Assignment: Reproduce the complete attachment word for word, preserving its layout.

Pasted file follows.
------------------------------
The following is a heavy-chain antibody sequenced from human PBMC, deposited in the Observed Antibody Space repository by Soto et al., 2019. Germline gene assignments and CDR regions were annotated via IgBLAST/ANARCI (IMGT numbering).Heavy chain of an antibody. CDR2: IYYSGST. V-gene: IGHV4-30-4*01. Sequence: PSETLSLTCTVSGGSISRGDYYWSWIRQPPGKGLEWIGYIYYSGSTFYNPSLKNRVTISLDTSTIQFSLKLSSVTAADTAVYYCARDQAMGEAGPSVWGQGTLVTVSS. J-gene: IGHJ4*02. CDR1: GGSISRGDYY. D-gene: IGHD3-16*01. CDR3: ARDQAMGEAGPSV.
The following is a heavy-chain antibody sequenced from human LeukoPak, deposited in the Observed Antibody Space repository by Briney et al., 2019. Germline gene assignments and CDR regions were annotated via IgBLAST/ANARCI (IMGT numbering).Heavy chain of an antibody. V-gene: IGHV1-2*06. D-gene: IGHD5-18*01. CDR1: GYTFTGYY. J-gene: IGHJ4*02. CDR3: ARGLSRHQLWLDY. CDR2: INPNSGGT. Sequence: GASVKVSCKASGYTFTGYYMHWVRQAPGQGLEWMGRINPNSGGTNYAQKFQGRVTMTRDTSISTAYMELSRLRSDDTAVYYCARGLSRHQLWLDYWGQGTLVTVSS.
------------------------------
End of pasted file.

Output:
The following is a heavy-chain antibody sequenced from human PBMC, deposited in the Observed Antibody Space repository by Soto et al., 2019. Germline gene assignments and CDR regions were annotated via IgBLAST/ANARCI (IMGT numbering).Heavy chain of an antibody. CDR2: IYYSGST. V-gene: IGHV4-30-4*01. Sequence: PSETLSLTCTVSGGSISRGDYYWSWIRQPPGKGLEWIGYIYYSGSTFYNPSLKNRVTISLDTSTIQFSLKLSSVTAADTAVYYCARDQAMGEAGPSVWGQGTLVTVSS. J-gene: IGHJ4*02. CDR1: GGSISRGDYY. D-gene: IGHD3-16*01. CDR3: ARDQAMGEAGPSV.
The following is a heavy-chain antibody sequenced from human LeukoPak, deposited in the Observed Antibody Space repository by Briney et al., 2019. Germline gene assignments and CDR regions were annotated via IgBLAST/ANARCI (IMGT numbering).Heavy chain of an antibody. V-gene: IGHV1-2*06. D-gene: IGHD5-18*01. CDR1: GYTFTGYY. J-gene: IGHJ4*02. CDR3: ARGLSRHQLWLDY. CDR2: INPNSGGT. Sequence: GASVKVSCKASGYTFTGYYMHWVRQAPGQGLEWMGRINPNSGGTNYAQKFQGRVTMTRDTSISTAYMELSRLRSDDTAVYYCARGLSRHQLWLDYWGQGTLVTVSS.